Americans have always been fascinated by Russia. Perhaps it has something to do with the vast size of the country and the multitude of peoples and cultures contained within its borders. Maybe it’s because of the often tense relationship our governments have had with one another, and the ways in which that has affected the everyday lives of citizens of both countries. More likely, of course, it is the greatest movie ever made, Rocky IV, and the epic battles he had with Ivan Drago, killer of Apollo Creed, staunch supporter of the Communist system, and hubby of the character played by the former Mrs. Flava Flav, Brigitte Nielssen.
The culture itself is notoriously difficult to make generalizations about. From Muscovites to the residents of Saint Petersburg, from the people living in the breakaway republics of the former Soviet Union to those in the far reaches of Siberia, the diversity of cultures and ethnicities is nothing short of dizzying. This, of course, makes perfect sense when the sheer size of the land itself is considered: It ‘stretches over a vast expanse of Europe and Asia…[and covers] an area of…6,595,600 square miles. [It] is the largest country in the world (by land mass), covering almost twice the territory of the next largest country, Canada.’ For the sake of comparison, the United States is 3,718,711 square miles.
Since the breakup of the Soviet Union, Russia has officially been known as the Russian Federation. Within its borders, which stretch from Poland in the West all the way over to within several miles of Japan in the East, Russia is home to an astounding variety of peoples. In fact, ‘As of the 2002 census, 79.8% of the population is ethnically Russian, 3.8% Tatar, 2% Ukrainian, 1.2% Bashkir, 1.1% Chuvash, 0.9% Chechen, 0.8% Armenian. The remaining 10.3% includes those who did not specify their ethnicity.’ These include, among many others, Germans, Azerbaijanis, Inuit, and Uzbeks. What is truly amazing, however, is that all these people with all these varying backgrounds have one official language: Russian. Of course, on a practical level, many languages and dialects are spoken in the various regions throughout the country.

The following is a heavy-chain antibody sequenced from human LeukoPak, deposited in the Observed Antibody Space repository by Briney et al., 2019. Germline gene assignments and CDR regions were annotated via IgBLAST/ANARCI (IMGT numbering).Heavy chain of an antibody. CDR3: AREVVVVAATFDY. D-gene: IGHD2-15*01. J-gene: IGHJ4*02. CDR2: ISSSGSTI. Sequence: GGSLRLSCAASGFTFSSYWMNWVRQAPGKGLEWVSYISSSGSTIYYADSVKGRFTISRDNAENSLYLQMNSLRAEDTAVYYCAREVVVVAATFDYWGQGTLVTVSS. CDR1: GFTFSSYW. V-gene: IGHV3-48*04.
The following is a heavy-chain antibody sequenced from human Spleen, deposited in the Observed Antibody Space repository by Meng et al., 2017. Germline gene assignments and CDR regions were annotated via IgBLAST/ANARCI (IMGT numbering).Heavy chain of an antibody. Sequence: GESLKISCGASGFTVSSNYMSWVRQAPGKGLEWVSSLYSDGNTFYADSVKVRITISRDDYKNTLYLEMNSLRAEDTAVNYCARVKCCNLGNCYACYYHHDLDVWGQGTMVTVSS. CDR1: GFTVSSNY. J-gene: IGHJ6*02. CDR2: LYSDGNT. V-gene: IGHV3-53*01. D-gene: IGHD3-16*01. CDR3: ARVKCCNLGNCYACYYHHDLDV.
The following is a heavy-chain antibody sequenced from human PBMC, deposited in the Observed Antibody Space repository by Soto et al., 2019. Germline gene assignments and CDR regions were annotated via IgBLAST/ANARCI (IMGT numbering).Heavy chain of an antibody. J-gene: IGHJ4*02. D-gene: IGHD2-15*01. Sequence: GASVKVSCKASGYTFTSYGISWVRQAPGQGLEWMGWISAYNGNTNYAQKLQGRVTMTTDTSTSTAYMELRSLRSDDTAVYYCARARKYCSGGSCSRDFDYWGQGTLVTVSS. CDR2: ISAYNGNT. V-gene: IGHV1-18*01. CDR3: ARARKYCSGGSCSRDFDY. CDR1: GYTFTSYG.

Students studying in Russia can expect to have any number of experiences in Russia. After all, saying that there is but one Russia to get to know is like saying that every part of America is exactly the same, from California to Montana to Rhode Island. But whether you visit the beautiful imperial city of Saint Petersburg, wandering the same charming streets that Tolstoy wrote about and marveling at the baroque architecture, or if you spend your time in Moscow, the capital city of this mighty nation, you are guaranteed at least one common experience: An exciting, eye-opening time participating in an interplay of the past and the present that is unique in the modern world.
Students typically gravitate toward the two biggest, and aforementioned, cities of Moscow and Saint Petersburg because of the fascinating history and concentration of educational institutions. Top-notch universities include the Moscow State University and the Saint-Petersburg State University, though there are innumerable others from which to choose.
In the end, of course, it all comes down to what kind of experience you’d like to have, and the choice of whether to attend an urban or rural school is much the same as it is in America. But the benefit of studying abroad in Russia is clear: You will be attending school in one of the most complicated, beautiful, important countries in the world, and as a result, your understanding of the world and the ways in which it works will prepare you for a future in which anything is possible.
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